OO is a mind-set, a design style. We can design OO firmware, as long as our style favours minimalism rather than the baroque. It’s desirable for our implementation language to offer native support for OO, but it isn’t essential. We can implement an OO firmware design in assembly language if necessary. OO is just a way of working.
The interesting thing about OO firmware is how we implement it. Our team chose not to use C++ because, at the time we were making these decisions, it was ten years since I’d written C++ professionally, and I was the only member of the team with any C++ experience at all.
C++ is the most complicated language I’ve ever encountered. It’s a high-ish level OO language that can still connect directly to the hardware, which is important in firmware. But it takes a lot of time and effort to learn to use C++ well. Read this book to see what I mean. [It’s a Very Good Book, by the way.]
We chose to stick with C, and I call our approach classes-in-C. Simplicity is a wonderful thing in firmware, and classes-in-C is nothing if not simple. The OO features we really need for firmware are easily implemented in C, so this simplicity comes quite cheaply.
Each .c file encodes a class, and usually the one and only instance too. Private class data is implemented as static class variables. [Static variables are persistent, so they continue to exist, and retain their values, in between invocation of the class task(s).] Private class methods are declared and defined within the .c file. The class API comprises the methods defined in the class header file, where we also include any necessary typedefs and symbolic constants.
Our RTOS used co-operative multi-tasking, which executes each task to completion before executing the next. This allows a task owned by one class to call the API methods of another class. Pre-emptive multi-tasking simulates continuous execution of all tasks, so a call to an API method could occur while a non-interruptible operation is taking place within the class/instance. This is not an insuperable problem, but it is a difficult one, and it can be completely avoided by using the simpler and quicker method of task-switching. We only need to ensure that no task runs for too long, closing out the others.
Identifying classes in firmware is often quite straightforward. We need a suite of peripheral driver classes, one for each device type. We made a rule that each peripheral device is owned by exactly one class. This has the happy side-effect of encapsulating interrupt processing inside the driver class, where the thread-safety aspects are handled, contained and hidden. [In the unusual event that two or more classes needed access to the same peripheral device, we just added a new node (class) to arbitrate incoming access requests, and share the peripheral device out as required.]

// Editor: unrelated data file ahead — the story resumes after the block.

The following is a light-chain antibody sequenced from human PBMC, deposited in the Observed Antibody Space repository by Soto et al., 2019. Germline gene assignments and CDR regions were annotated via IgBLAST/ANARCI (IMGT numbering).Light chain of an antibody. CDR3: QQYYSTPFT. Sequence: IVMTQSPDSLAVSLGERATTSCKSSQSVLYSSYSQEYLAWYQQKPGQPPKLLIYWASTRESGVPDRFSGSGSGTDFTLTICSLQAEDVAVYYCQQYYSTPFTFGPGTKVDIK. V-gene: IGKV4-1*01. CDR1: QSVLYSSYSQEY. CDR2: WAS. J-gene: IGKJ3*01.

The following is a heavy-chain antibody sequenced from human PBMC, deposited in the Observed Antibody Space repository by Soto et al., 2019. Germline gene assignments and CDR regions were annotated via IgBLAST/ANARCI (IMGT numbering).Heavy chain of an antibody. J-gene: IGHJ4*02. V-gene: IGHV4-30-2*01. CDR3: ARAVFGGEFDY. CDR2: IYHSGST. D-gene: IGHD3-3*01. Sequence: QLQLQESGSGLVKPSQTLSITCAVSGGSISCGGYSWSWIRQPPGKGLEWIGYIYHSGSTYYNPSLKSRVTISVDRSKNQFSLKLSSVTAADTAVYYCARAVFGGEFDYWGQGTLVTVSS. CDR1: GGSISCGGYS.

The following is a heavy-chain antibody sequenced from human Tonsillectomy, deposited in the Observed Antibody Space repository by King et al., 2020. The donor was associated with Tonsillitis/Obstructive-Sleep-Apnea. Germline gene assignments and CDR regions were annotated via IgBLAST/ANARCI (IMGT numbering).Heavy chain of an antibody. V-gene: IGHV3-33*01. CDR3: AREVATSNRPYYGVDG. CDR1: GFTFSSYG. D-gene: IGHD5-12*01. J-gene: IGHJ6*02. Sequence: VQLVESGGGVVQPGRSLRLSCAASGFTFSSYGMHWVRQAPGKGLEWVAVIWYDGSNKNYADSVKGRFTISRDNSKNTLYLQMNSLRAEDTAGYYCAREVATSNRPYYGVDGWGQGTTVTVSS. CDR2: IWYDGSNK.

An API method and a table of function pointers serves to implement the Command pattern quite effectively. We have no real need of polymorphism. And so we found it for the other OO features that OO languages support natively. As simple as our implementation is, we found that we could use any software concept or convention that was truly appropriate in a firmware context. Using C did not seem to place any significant constraints on our designs, or on our choice to use an object-oriented design approach.
I have seen some quite clever schemes to emulate more native OO support in C than we had. They all seemed to rely heavily on macros, which I don’t like because a symbolic debugger can’t execute a macro. We all try to avoid debugging at this level, but sometimes we have to, and it isn’t good if you can’t follow the execution of the code properly. You can guarantee that the rogue write-operation you’re searching for will happen in the macro code, where we can’t see it! Have you had any success with schemes like this?
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